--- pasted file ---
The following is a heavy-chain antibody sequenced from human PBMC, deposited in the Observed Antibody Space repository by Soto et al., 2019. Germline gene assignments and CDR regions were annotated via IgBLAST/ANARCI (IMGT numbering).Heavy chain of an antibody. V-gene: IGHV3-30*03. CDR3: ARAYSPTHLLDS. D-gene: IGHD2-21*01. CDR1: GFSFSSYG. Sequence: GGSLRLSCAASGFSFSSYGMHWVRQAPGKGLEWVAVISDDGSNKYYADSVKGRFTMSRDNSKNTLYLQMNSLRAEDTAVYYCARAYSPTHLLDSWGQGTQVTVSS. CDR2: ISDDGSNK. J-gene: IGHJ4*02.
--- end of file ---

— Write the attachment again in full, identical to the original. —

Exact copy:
The following is a heavy-chain antibody sequenced from human PBMC, deposited in the Observed Antibody Space repository by Soto et al., 2019. Germline gene assignments and CDR regions were annotated via IgBLAST/ANARCI (IMGT numbering).Heavy chain of an antibody. V-gene: IGHV3-30*03. CDR3: ARAYSPTHLLDS. D-gene: IGHD2-21*01. CDR1: GFSFSSYG. Sequence: GGSLRLSCAASGFSFSSYGMHWVRQAPGKGLEWVAVISDDGSNKYYADSVKGRFTMSRDNSKNTLYLQMNSLRAEDTAVYYCARAYSPTHLLDSWGQGTQVTVSS. CDR2: ISDDGSNK. J-gene: IGHJ4*02.